Magnificent Microphotography: 50 Tiny Wonders

Worm's Inner World


(Image credit: Courtesy of the Sanchéz Alvarado lab, Stowers Institute for Medical Research)

Flatworms, or planaria, have a network of fine tubules running through their bodies that function much like the kidneys of a mammal. Instead of shunting waste fluids toward the bladder, though, the tubules send it out of the worm's body through pores on the skin.

The tubes accomplish this trick thanks to bulb-like structures called flame cells, which contain cilia that move the fluids out toward the skin.

— Stephanie Pappas

Scintillating Cells

Stained cells

(Image credit: Torsten Wittmann, Scripps Research Institute)

Actin (purple), microtubules (yellow), and nuclei (green) are labeled in these cells by immunofluorescence. This image won first place in the Nikon 2003 Small World photo competition. See some of this year's competition entries here.

— Stephanie Pappas

Amazing Itsy-Bitsy Rainbow

A diatom shell takes on rainbow colors.

(Image credit: Michael Shribak, Marine Biological Laboratory, Woods Hole, Mass. Image via the National Institute of Biomedical Imaging and Bioengineering.)

Do you think of algae as gloopy green slime? Think again. This unicellular diatom (Diatom Arachnoidiscus), a type of algae, reveals an intricate rainbow pattern under 40x magnification. The colorful effect is due to the diatom's silica cell wall, which encases the organism like a glassy shell.

Tiny, But Deadly

The HIV-1 virus infects a lymphocyte, or white blood cell.

(Image credit: Cynthia Goldsmith, Centers for Disease Control and Prevention)

Like a parasite clinging to a host, the deadly HIV virus buds from a white blood cell grown in the laboratory. The HIV-1 virus, seen here, is the most common (and deadliest) strain of the disease. It infects immune cells like this lymphocyte, causing their deaths and opening the door for opportunistic infections to swoop in.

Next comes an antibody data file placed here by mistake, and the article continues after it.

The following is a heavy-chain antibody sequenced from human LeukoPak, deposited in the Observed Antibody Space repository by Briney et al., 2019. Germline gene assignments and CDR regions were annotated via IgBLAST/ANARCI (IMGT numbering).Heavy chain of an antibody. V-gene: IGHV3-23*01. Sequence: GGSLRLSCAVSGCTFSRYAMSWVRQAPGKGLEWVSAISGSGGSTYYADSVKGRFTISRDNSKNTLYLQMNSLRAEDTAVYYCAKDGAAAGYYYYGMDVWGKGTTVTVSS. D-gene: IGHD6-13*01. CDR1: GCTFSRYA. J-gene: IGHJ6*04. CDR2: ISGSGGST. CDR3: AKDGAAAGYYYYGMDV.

Miniature Monster

Philippine spider water beetles live under the water.

(Image credit: H. Freitag (2009))

This creepy-crawly is a spider water beetle, a water-loving bug that lives in mountain rivers on Palawan Island in the Philippines. The beetles get their name from their long, spindly legs (imagine if this fellow stretched his out!). They also create their own little scuba-diving bubbles called "plastrons," which allow them to live permanently under the water.

What in the World?

A succession of bacteria-infected fruit fly egg chambers.

(Image credit: Eva M. Fast & Horatio M. Frydman)

This may look like a terribly wonky Christmas tree, but it's actually a succession of fruit fly egg chambers. The red dots are Wolbachia bacteria, which infect most insect species. The odd thing about a Wolbachia infection is that female insects that carry the bacteria lay four times the eggs as females without an infection.

One reason for this extra fecundity, a new study finds, is that cells divide more readily into gametes (the cells that combine to form offspring, like sperm and egg in humans) in infected female insects. Programmed cell death also drops in developing egg chambers, like those seen in the photograph. Because disease-carrying bugs such as mosquitoes are infected by Wolbachia, researchers hope their results, reported online in Science Oct. 20, will help in developing controls on insect reproduction.

New Age-Defying Trick

the intestinal cells of a fruit fly

(Image credit: Courtesy of Salk Institute for Biological Studies)

Restricting calorie intake has been shown to extend an organism's life span, and now researchers think they know the secret to this age-defying trick. A new study in fruit flies shows that tweaking a gene called PGC-1 in the intestinal stem cells of fruit flies delayed aging of their intestines and extended their life span by as much as 50 percent. Humans also carry that gene.

The researchers speculate that boosting the fruit fly version of PGC-1 stimulates the stem cells that replenish the intestinal tissues, keeping the flies' intestines healthier. The findings, which are detailed in the journal Cell Metabolism, suggest that the fruit fly version of PGC-1 can act as a biological dial for slowing the aging process and might serve as a target for drugs or other therapies to put the breaks on aging and age-related diseases.